Bahasa Indonesia is said to be one of the easiest Asian languages to pick up, but the constant use of slang words in daily conversation only makes the language sound more foreign.
Indonesians have quite a reputation for their informal language. From abbreviated phrases to words read backwards, there seem to be endless variations to Indonesian slang. If you are intimidated by the excessive number of slang words in the Indonesian vocabulary, then you are definitely not the only one. Learning the local street lingo can be challenging since these words are not always taught in your language class and most cannot be found in the dictionary. If you’re looking for a place to get started, then these 10 fundamental slang words can help you take that first step.
1. Gue, Lu
Gue (gu-ɛ) and lu (lu) are perhaps the most basic slang words to learn, considering how established they are in the daily vocabulary of city locals. Gue is slang for ‘I’ or ‘me’, while lu is for ‘you’. It is widely assumed that these words were coined by the Betawi people as the natives of Jakarta, but they actually have Chinese origins.
2. Cowok, Cewek
We know that there are a number of ways to refer to males and females, be it in English or Indonesian. ‘Boy’ and ‘girl’ respectively translates into laki-laki and perempuan, while ‘man’ and ‘woman’ translate into pria and wanita. While the former is used more casually, the latter is used in more formal occasions. As slang words, cowok (ʧɒ-wɒˈ) and cewek (ʧɛ-wɛˈ) are reserved for very informal situations. I don’t believe there is an appropriate translation for cowok and cewek. Perhaps the closest I could think of is ‘guy’ and ‘gal’, but even then it still doesn’t sit quite right.
“Ah, aku capek sekali!” After a long day of work or an active day outside with friends, you exclaim how capek (ʧɑ-pɛˈ) you are! This colloquial form of ‘tired’ is used far more widely over the formal ‘capai’. The ‘k’ is not pronounced and is there to indicate a guttural stop. Capek is so well accepted in everyday language that it is actually very rare to hear the formal ‘capai’.
4. Nggak / Ngga / Gak / Ga
Don’t be fooled by the different variations, because they all mean one thing: ‘no’. Nggak (ŋ-gɑˈ) is an informal way of saying tidak. The variants of nggak are especially noticeable when texting, however when said aloud there really isn’t much difference between the different spellings. Regardless of whether you enunciate the “ng” (ŋ/) sound, or only blurt out the one-syllabled ga (gɑ), anyone will understand what you’re saying.
You come across something really cool which you thought was, “Keren banget!” This word can be used next to the likes of “so”, “really” and “very” to replace the use of sekali or sangat. Banget (bɑ-ŋɜt) is quite versatile to be used as emphasis for something excessive. In another context, banget is also used as “too” to describe things that are toobig or toosmall, or too something-– you name it. If you’re starving but your portion was too little, you might complain, “Kenapa sedikit banget?”
As another way to say ‘big’, gede (gə-dɛ) is used very commonly to express something of great size. Gede comes from the Javanese gedhe, yet the word is already so well ingrained in Indonesian vocabulary that people tend to use it more often than besar when describing sizes. You can also find gede recognised in the Indonesian dictionary!
When your mates want to know if you’re free to hang out, they’ll ask if you want to nongkrong (nɒŋ-krɒŋ) with them. The term comes from the root word tongkrong, which as a verb becomes menongkrong. Like the typical Indonesian slang that it is, saying the first syllable would make the word too long, so shortening it to nongkrong is necessary. The basic idea behind nongkrong is to get together with friends and hang out to chit-chat with no specific plan in mind.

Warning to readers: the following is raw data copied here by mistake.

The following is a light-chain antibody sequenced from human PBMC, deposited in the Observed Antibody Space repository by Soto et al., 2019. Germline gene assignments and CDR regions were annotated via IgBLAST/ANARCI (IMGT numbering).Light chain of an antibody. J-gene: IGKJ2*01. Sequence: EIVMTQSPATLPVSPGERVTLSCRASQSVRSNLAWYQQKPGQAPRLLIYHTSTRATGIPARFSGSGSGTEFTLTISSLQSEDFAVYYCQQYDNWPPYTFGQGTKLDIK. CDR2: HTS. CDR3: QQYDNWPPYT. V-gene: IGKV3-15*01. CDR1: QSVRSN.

8. Ngomong, Ngobrol
Although this pair of words both relate to talking, they each have slightly different meanings. Ngomong (ŋɒmɒŋ) is derived from mengomong, which means ‘talking’ or ‘speaking’. Ngobrol (ŋɒbrɒl), taken from mengobrol, refers to making conversation without any particular topic. In other words, ngobrol is closer in meaning to ‘chatting’.
9. Bokap / Nyokap
You’ll probably hear these terms used more often by youth living in the city. Bokap (bɒkɑp) is what Indonesians would call their father, while nyokap (njɒkɑp) is for their mother. What’s interesting about these slang words is they have been used in combination to become a new slang: bonyok (bɒnjɒk), referring to both bokap and nyokap.
Have you experienced being so lazy that you don’t want to move at all? Well, mager (mɑgər) captures that feeling for you. The slang is a result of males gerak (‘lazy to move’) contracted into one word. Mager is an acceptable excuse to give when you’re comfortable staying home and not feeling like you’re up to going out with your mates. It’s also equally effective to use to order your sibling around the house when you need something that requires you getting up from the couch. This particular slang is loved by many for its efficient and succinct way of conveying one’s feelings.
Hopefully you now feel more confident to use your Indonesian slang. After writing this article, gue capek banget! Try having a go yourself at forming sentences with the slang words from this list.
Asia Options Resources
Interested to put your language skills to the test? Check out these platforms for exercising your Indonesian speaking skills, including tips on how to pick up the language.
- Get involved with the Australia-Indonesia Youth Association (AIYA)
- Enter the National Australia-Indonesia Language Awards (NAILA) competition
- Get tips from a veteran learner
Latest posts by Diandra Priambodo (see all)
- Talk Like An Indonesian Local: 10 Essential Slang Words You Need To Know - April 16, 2021
- New Opportunities With the IA-CEPA - November 1, 2020